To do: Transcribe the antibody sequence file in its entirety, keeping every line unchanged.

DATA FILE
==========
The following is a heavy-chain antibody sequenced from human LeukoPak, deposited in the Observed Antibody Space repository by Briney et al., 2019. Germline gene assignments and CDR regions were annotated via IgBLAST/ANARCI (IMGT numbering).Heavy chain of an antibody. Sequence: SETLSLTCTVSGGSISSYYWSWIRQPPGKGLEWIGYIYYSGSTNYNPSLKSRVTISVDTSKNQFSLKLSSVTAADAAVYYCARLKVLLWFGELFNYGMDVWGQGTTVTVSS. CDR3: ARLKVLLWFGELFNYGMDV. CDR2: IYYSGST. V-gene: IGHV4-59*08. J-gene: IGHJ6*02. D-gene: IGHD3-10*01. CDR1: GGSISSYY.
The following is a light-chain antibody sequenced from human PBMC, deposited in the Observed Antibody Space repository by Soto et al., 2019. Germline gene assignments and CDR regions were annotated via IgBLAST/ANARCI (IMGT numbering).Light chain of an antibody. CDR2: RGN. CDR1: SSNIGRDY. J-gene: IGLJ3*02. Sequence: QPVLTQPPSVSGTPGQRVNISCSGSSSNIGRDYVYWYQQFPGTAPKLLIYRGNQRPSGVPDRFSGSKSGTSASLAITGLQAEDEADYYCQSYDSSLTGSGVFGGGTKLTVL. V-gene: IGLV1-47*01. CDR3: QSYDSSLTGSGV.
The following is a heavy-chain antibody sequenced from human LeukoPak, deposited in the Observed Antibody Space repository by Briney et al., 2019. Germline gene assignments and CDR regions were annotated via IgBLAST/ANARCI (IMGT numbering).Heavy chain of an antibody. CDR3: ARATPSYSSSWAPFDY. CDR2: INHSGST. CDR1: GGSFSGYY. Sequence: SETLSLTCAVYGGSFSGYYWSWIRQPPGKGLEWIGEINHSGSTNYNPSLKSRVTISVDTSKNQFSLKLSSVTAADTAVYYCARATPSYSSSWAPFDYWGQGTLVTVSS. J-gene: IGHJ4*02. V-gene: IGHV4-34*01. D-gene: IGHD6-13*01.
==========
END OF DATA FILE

The following is a heavy-chain antibody sequenced from human LeukoPak, deposited in the Observed Antibody Space repository by Briney et al., 2019. Germline gene assignments and CDR regions were annotated via IgBLAST/ANARCI (IMGT numbering).Heavy chain of an antibody. Sequence: SETLSLTCTVSGGSISSYYWSWIRQPPGKGLEWIGYIYYSGSTNYNPSLKSRVTISVDTSKNQFSLKLSSVTAADAAVYYCARLKVLLWFGELFNYGMDVWGQGTTVTVSS. CDR3: ARLKVLLWFGELFNYGMDV. CDR2: IYYSGST. V-gene: IGHV4-59*08. J-gene: IGHJ6*02. D-gene: IGHD3-10*01. CDR1: GGSISSYY.
The following is a light-chain antibody sequenced from human PBMC, deposited in the Observed Antibody Space repository by Soto et al., 2019. Germline gene assignments and CDR regions were annotated via IgBLAST/ANARCI (IMGT numbering).Light chain of an antibody. CDR2: RGN. CDR1: SSNIGRDY. J-gene: IGLJ3*02. Sequence: QPVLTQPPSVSGTPGQRVNISCSGSSSNIGRDYVYWYQQFPGTAPKLLIYRGNQRPSGVPDRFSGSKSGTSASLAITGLQAEDEADYYCQSYDSSLTGSGVFGGGTKLTVL. V-gene: IGLV1-47*01. CDR3: QSYDSSLTGSGV.
The following is a heavy-chain antibody sequenced from human LeukoPak, deposited in the Observed Antibody Space repository by Briney et al., 2019. Germline gene assignments and CDR regions were annotated via IgBLAST/ANARCI (IMGT numbering).Heavy chain of an antibody. CDR3: ARATPSYSSSWAPFDY. CDR2: INHSGST. CDR1: GGSFSGYY. Sequence: SETLSLTCAVYGGSFSGYYWSWIRQPPGKGLEWIGEINHSGSTNYNPSLKSRVTISVDTSKNQFSLKLSSVTAADTAVYYCARATPSYSSSWAPFDYWGQGTLVTVSS. J-gene: IGHJ4*02. V-gene: IGHV4-34*01. D-gene: IGHD6-13*01.